Confronting a sea, a moor, or standing on a mountain, you
can almost hear the unknown, invisible presences; you know they are there,
almost within touch, speaking an occult language, and you feel the power rise
up within. You are the lightning rod, the receiver of a pantheistic, atavistic
surge of ultimate energy and power, and it makes you laugh with pure delight or
cry with gratitude.
We offer an invocation to, and an evocation of the hidden,
averse, heathen powers that seethe within our native soil. Come leave your
timid gelded civilised masks, bow down and rise up, reborn, within our
Sunroof! is now called Black Sun Roof. Feral
is the first album in five years and Matthew Bower’s music still feels,
as he describes it himself, “like standing under a waterfall.”
I was in a toy store this afternoon to buy a Saint Nicolas
present for my daughter. In that store, I saw a boy, 4 maybe 5 years
old, who wanted his mum to buy him an electric guitar. The mother tried
to convince him to choose something else, but it was clear the kid had
already made up his mind. And I thought: what is it about an electric
guitar that fascinates boys?
Same thing that makes boys or girls want: Cake! Pony! Gun! Sword!
Drugs! Puppy! Or whatever… it’s a fantasy weapon. There is a proportion
within that who are more amazed by the touch-sound magic. The notion
that I am a kind of Universe B Eddie Van Halen is touching, but says
more about the artistic-critical pattern recognition of the human brain
than it actually reflects any of me.
What was the first record you heard that made you think: I want, no: I NEED, a guitar!
Soo many songs, or rather riffs, moments in song. ‘Rebel Rebel’ by
David Bowie, the solo at the end of ‘Goodbye To Love’ by The Carpenters,
the opening minutes of ‘Shine On You Crazy Diamond’ by Pink Floyd. The
chainsaw leering panic of Sex Pistols. The impersonal yearning fantasy
falcon of ‘Siberian Khatru’ by Yes.
There’s a 5 year gab between Feral and the last Sunroof! record. Have you been working for 5 years on this album?
No, I just did tons of Skullflower in those years. Feral was made in 2011, apart from the track that is from 1990.
When I listened to Feral, I had to think: is Bower
his music a celebration of rock or a destruction of rock? Maybe he’s not
celebrating rock music itself, but the feeling that rock can give you.
Yes, the feeling, the sound without the song. It’s a destructive celebration.
I saw you live twice, and both times, I felt hyper after the
concert, ecstatic. Even afterwards at home, in bed, I could not get to
sleep because I was still feeling the adrenaline rush. Do you have the
same feeling when you play this music?
No, I could live very happily and never play live again, it’s a
double edged sword. I have felt and will feel that rush, but been
playing live, on and off for 30 years now, so there is many other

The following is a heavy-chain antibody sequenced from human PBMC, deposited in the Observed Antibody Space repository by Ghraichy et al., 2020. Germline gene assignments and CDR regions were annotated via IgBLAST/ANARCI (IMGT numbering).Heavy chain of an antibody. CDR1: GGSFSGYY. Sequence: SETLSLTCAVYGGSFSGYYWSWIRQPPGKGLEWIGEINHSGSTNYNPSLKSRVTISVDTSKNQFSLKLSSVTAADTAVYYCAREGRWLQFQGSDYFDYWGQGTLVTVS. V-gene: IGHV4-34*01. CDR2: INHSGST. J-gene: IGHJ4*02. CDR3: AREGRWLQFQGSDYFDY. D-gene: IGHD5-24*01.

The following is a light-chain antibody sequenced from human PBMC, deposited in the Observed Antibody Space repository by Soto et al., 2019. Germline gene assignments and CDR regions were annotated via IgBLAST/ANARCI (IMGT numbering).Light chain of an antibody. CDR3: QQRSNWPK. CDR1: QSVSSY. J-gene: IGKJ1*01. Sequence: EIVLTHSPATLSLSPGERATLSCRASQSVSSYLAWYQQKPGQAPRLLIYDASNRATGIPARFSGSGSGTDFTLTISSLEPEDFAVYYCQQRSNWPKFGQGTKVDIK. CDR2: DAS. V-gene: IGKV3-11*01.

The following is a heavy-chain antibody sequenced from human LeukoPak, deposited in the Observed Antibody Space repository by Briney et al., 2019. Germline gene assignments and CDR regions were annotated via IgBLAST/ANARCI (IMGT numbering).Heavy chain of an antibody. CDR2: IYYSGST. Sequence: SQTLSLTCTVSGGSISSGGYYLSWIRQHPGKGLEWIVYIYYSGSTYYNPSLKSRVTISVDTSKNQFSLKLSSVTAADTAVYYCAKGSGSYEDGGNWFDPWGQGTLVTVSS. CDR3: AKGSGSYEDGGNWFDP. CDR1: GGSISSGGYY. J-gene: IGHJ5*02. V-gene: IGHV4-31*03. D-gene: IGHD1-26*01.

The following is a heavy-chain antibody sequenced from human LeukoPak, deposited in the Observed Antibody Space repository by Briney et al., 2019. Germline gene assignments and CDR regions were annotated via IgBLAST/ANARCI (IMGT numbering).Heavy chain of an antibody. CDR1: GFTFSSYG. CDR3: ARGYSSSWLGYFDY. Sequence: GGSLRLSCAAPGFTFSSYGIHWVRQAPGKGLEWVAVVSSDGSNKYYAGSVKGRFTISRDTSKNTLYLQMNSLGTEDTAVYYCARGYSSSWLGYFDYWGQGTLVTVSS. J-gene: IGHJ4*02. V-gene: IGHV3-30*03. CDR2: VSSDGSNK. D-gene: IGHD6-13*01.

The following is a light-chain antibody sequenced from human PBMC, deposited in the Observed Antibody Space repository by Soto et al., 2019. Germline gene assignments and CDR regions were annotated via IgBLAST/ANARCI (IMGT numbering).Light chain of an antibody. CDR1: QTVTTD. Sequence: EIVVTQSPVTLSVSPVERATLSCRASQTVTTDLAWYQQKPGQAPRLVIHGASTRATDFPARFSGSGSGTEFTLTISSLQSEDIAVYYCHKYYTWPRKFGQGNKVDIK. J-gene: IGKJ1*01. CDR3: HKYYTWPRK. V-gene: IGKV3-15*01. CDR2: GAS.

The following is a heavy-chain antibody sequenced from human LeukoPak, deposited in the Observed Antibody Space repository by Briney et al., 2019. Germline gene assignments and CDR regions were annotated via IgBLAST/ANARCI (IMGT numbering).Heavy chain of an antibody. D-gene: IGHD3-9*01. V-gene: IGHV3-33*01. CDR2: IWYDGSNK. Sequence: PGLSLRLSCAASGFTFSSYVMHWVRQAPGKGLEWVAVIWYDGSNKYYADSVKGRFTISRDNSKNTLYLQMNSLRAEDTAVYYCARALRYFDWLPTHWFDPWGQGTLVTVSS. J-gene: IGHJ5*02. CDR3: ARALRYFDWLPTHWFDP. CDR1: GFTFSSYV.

factors and feelings.
There’s a CD that comes with the Feral LP which is a Sunroof! best of, compiled by yourself. Why did you want to make this compilation?
Not just Sunrooof! but Total tracks too. I compiled it for my own
pleasure. It is a focusing on the tracks that have something extra, a
quality that just appeared, was not intended. It’s a collection of
anomalies and transcendences without too much going through the motions,
and as it’s the tracks where ‘I’ am to some degree ‘absent,’ you see
more of my ‘Daemon/HGA’ and less of ‘Me,’ SO: it’s the Greatest Hits of
my Tutelary Daemon.
In the text that comes with the Feral
album, you accentuate that your music is not psychedelic but dark
psychedelic. Why do you want to accentuate the dark part in your music?
I would generally accentuate the dark over the light. The ‘light’
psychedelia I would see as merely life affirming, white bread stuff.
If I would force you to bring it all back to one name, for
you personally, it won’t be Dylan, Hendrix, and most definitely not The
Beatles, but Lou Reed, right? Why him?
I think the arrogance that comes from feeling like you’re the
abandoned prince forced to live in exile amongst people, when you’re not
a person. Plus the ‘Lou Reed mid period’ to make great hateful spiteful
art out of mediocre lazy music, weird alchemy is present. And then
‘Street Hassle’ and ‘The Bells’ are like a special new form of music,
magical chamber operas.
I was programmed to at least try heroin once by the VU. I love that
irresponsibility. I could have died, but I didn’t, and I’m far richer
for it. And I feel like Jesus’ Son.
To me, there was always a clear difference between UK noise
and US or Japanese noise. Noise from the UK always had some kind of
melancholy over it, and it feels more introvert.
That would be me and Ramleh then, but forget the ‘noise’ bit and see
it as the wild melancholy of English Folksong, with its Viking and
celtic overtones, hear it also in Vaughan Williams and the bitter
sexually alchemic imbalances of Benjamin Britten. We have an Islands
‘apartness’ and a fierce, defiant melancholy.
Do you see yourself as English?
Of course I see myself as English, half of which is simply accident
of birth, the other half is a spirit that is atavistically linked with
the feral English tradition, the presiding genius of which is William
Blake, with Aleister Crowley in more recent times being its most
You’re very much not present on the net. Why is that? Is it
because, besides being a musician, you’re just a man with a day job and a
family, so you don’t want to spend time online?
Can I just update you? I am Not just a Man, I have No ‘Job’, and it
is nearly ten years since I left my ‘family,’ who have subsequently been
very happy and become grown up.
Now the internet question: I do not have that access at home, neither
do I have television. I will waste my own time, rather than be
distracted. But actually I am ‘present,’ I have laboriously typed and
recounted some important aspects of my life that relate to music and
these are online at Skullflowertruth.blogspot.com.